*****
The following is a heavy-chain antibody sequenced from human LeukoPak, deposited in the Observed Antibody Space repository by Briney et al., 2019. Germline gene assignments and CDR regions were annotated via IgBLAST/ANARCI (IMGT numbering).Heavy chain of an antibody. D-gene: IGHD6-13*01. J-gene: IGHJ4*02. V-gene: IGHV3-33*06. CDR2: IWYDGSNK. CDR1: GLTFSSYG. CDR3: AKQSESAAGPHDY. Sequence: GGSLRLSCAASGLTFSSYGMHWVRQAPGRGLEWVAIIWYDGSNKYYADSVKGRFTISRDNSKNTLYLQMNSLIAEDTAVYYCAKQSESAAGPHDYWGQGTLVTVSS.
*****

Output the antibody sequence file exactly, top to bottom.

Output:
The following is a heavy-chain antibody sequenced from human LeukoPak, deposited in the Observed Antibody Space repository by Briney et al., 2019. Germline gene assignments and CDR regions were annotated via IgBLAST/ANARCI (IMGT numbering).Heavy chain of an antibody. D-gene: IGHD6-13*01. J-gene: IGHJ4*02. V-gene: IGHV3-33*06. CDR2: IWYDGSNK. CDR1: GLTFSSYG. CDR3: AKQSESAAGPHDY. Sequence: GGSLRLSCAASGLTFSSYGMHWVRQAPGRGLEWVAIIWYDGSNKYYADSVKGRFTISRDNSKNTLYLQMNSLIAEDTAVYYCAKQSESAAGPHDYWGQGTLVTVSS.